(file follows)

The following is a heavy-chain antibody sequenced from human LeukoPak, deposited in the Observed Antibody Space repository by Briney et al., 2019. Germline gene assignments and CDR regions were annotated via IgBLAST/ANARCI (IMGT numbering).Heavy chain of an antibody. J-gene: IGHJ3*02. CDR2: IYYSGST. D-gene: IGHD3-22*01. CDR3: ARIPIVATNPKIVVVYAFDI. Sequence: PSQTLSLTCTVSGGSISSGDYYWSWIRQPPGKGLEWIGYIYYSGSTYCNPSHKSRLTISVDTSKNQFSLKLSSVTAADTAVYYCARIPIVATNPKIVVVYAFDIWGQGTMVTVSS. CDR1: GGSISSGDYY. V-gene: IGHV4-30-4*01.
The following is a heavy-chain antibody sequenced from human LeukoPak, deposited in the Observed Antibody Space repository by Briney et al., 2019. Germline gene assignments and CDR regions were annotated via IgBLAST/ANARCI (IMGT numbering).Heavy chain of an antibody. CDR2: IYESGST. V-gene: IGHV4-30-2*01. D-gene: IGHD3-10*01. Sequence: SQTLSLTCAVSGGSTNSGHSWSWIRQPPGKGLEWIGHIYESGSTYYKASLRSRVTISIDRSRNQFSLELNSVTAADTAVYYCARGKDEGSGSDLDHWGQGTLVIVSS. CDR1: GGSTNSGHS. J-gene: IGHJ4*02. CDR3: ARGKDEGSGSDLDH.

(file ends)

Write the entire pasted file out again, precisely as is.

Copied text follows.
The following is a heavy-chain antibody sequenced from human LeukoPak, deposited in the Observed Antibody Space repository by Briney et al., 2019. Germline gene assignments and CDR regions were annotated via IgBLAST/ANARCI (IMGT numbering).Heavy chain of an antibody. J-gene: IGHJ3*02. CDR2: IYYSGST. D-gene: IGHD3-22*01. CDR3: ARIPIVATNPKIVVVYAFDI. Sequence: PSQTLSLTCTVSGGSISSGDYYWSWIRQPPGKGLEWIGYIYYSGSTYCNPSHKSRLTISVDTSKNQFSLKLSSVTAADTAVYYCARIPIVATNPKIVVVYAFDIWGQGTMVTVSS. CDR1: GGSISSGDYY. V-gene: IGHV4-30-4*01.
The following is a heavy-chain antibody sequenced from human LeukoPak, deposited in the Observed Antibody Space repository by Briney et al., 2019. Germline gene assignments and CDR regions were annotated via IgBLAST/ANARCI (IMGT numbering).Heavy chain of an antibody. CDR2: IYESGST. V-gene: IGHV4-30-2*01. D-gene: IGHD3-10*01. Sequence: SQTLSLTCAVSGGSTNSGHSWSWIRQPPGKGLEWIGHIYESGSTYYKASLRSRVTISIDRSRNQFSLELNSVTAADTAVYYCARGKDEGSGSDLDHWGQGTLVIVSS. CDR1: GGSTNSGHS. J-gene: IGHJ4*02. CDR3: ARGKDEGSGSDLDH.